Ragman #4


The Dream Killers

It was the late seventies and the Comics Code Authority had been relaxed quite a bit. Wolfmen and Vampires were back and so were more adult themes. Spider-Man and Green Arrow had significant anti-drug messages several years previous to this comic. While The Amazing Spider-man #96 – 98 and Green Lantern #85-86 are more famous comics than Ragman #4 the message is no less significant. Comics carrying an anti-drug message could reach a lot of young readers and while Ragman is not Spider-man I’m sure plenty of kids must have read it.

Writer – Bob Kanigher
Artist  – The Redondo Studio (I assume this is Nestor Redondo and Joe Kubert)
Ragman created by Joe Kubert and Bob Kanigher

Let’s start with the amazing Joe Kubert cover. Ragman is walking towards the reader carrying the body of a young blond woman. There are four pistols aimed at him The green hooded figure really pops on the orange background. The whole thing is a very dramatic image that just makes the reader want to open the comic.  


The story begins with young Jeanne Wilson getting high and then overdosing. The imagery here is very realistic with Jeanne being offered a small white envelope and then she is back in a room alone getting high. Finally her lifeless corpse is shown being surrounded by three men. I have no idea where these guys came from and the story doesn’t really explain it.  It is all pretty intense.

The men talking among themselves decide they have to get rid of the body. As they are trying to dump the body in the river Ragman shows up. The men fire on him but after a couple of punches they run off. Ragman recovers Jeanne’s body and gives the reader a dire warning that “unless the dealers of death can be burned out of their nests anyone can be next!”. He brings the body to the morgue where the mortician tells Ragman and the police officers with him that they have to stop this plague. It’s all pretty ominous.


Back home Ragman removes his costume revealing his true identity, Rory Regan, junk shop owner. The following morning Rory is woken up by a young child named, Teddy and blond woman, Bette. They are from the local orphanage, because of of course they are, and they are going to Funland.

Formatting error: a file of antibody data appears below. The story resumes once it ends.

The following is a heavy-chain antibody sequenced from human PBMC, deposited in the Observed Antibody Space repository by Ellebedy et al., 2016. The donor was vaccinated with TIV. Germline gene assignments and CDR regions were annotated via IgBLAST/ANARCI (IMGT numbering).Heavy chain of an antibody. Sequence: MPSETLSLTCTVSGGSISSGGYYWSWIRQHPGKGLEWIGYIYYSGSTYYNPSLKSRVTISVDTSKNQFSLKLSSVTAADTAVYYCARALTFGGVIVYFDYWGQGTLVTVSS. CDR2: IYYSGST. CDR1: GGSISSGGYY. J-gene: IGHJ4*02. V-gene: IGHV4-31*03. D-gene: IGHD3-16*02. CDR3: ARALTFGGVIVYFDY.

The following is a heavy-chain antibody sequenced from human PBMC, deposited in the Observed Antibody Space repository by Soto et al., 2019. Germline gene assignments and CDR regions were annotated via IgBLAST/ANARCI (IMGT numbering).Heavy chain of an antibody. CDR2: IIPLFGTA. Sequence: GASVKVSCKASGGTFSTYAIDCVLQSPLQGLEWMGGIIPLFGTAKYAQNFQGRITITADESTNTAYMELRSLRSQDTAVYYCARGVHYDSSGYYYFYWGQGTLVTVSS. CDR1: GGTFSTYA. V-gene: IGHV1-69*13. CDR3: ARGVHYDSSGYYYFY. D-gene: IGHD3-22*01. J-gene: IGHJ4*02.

Rory, Bette, and a big group of orphans take the ferry to Funland, an amusement park that is on an island. When the kids arrive in Funland they are greeted by a heavy bald man who gives all the kids some coins, I assume for arcade games, and tells them to enjoy themselves, everything is free for them today. Why does he give the kids coins if everything is free, I think it is just this guy’s thing because it’s going to show again later. The whole thing has a very Pinocchio vibe to it. If this were not a story about drugs, I would assume that Ragman would be rescuing a bunch of kids who had been turned into donkeys later in the story.


The kids all have a great day riding roller coasters and the mini submarine ride. There is actually a lot of focus on the submarine ride, foreshadowing that it is going to show up again in the story. On the Ferry ride home the kids are all worn out and sleepy. Not all the kids are resting though. One young man is on the back of the ferry and he thinks he can fly. He starts yelling while standing on the guard rail and slurring his speech. He then takes a nosedive into the water thinking that nothing can hurt him. Rory sees this, thinks the kid is stoned out of his mind, and dives in after him.

Rory tries to save the kid but the young boy ends up getting swept away by the current. Back on the boat Rory is upset that he was not able to save the boy but everyone else says that it was not his fault, that the kid was “gone before he fell into the water”. It feels like a pretty cold judgement of a kid who who just drowned when he was stoned. Well Rory is not having that so Ragman heads back to Funland that night to investigate.


While exploring the park, Ragman comes across the bald man, who runs the place, and a group of shady characters. He showers Ragman with the same silver coins he gave to the kids earlier that day, except these coins are electrified. Ragman is then subdued, bound to one of the roller coaster cars, and then launched into the water as the car speeds around the coaster. This is why I never ride rollers.